Capitol Alert

United Auburn tribal deal proves popular with lawmakers

In 2004, Gov. Arnold Schwarzenegger watches as Jessica Tavares, of the United Auburn Indian Community, signs the last of five renegotiated gambling compacts during a ceremony at Memorial Auditorium in Sacramento. Gov. Jerry Brown and the tribe have signed an amended deal awaiting legislative ratification.
In 2004, Gov. Arnold Schwarzenegger watches as Jessica Tavares, of the United Auburn Indian Community, signs the last of five renegotiated gambling compacts during a ceremony at Memorial Auditorium in Sacramento. Gov. Jerry Brown and the tribe have signed an amended deal awaiting legislative ratification. Sacramento Bee file

A revamped casino deal between the state and the tribe that operates Thunder Valley Casino Resort received heavy praise at its first legislative hearing Tuesday and appears headed for quick ratification.

“I don’t see anything not to love about this thing,” state Sen. Tom Berryhill, R-Twain Harte, said at one point as the Senate Governmental Organization Committee took testimony on the amended compact with the United Auburn Indian Community.

Gov. Jerry Brown and the tribe announced the agreement Aug. 14. It changes parts of the deal the tribe reached with then-Gov. Arnold Schwarzenegger in 2004, and would reduce the tribe’s revenue-sharing payments to the general fund, from about $40 million to $15 million, with $9 million of that earmarked for public works projects in Placer County.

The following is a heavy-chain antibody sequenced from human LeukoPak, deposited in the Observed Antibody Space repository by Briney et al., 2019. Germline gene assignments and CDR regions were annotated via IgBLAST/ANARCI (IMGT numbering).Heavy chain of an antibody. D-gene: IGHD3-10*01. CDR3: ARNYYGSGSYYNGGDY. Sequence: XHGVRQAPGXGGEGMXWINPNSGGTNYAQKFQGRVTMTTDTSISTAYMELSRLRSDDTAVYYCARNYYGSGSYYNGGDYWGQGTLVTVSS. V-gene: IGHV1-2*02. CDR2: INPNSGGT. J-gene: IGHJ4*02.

“I can’t tell you that it’s a good thing that the state’s general fund will be getting less revenue,” Joe Dhillon, Brown’s senior adviser for tribal negotiations, told the Senate committee. The agreement, he added, would provide more money to help tribes that offer little or no gambling, as well as residents of Placer County.

Overall, the tribe would pay about $36 million annually under the deal, compared with $42 million under the existing one, Dhillon said. Besides the $15 million for the general fund, the tribe would pay $18 million to the state account set aside to help poor tribes. Of that amount, $9 million would be available for public transit, education, renewable energy and other non-gambling projects that benefit the tribe and state.

The agreement also calls for the tribe to pay $3 million to the state fund that provides money for problem gambling, casino regulation and other programs.

Assembly Bill 315, the newly amended ratification measure, awaits a vote in the Senate before going to the Assembly.

The bipartisan praise for United Auburn’s latest compact Tuesday was mostly absent when the Legislature considered the tribe’s 2004 deal. Republican lawmakers initially balked at the pact and several others negotiated by Schwarzenegger over concerns that it would help unions organize casino workers and become a model for future agreements.

  Comments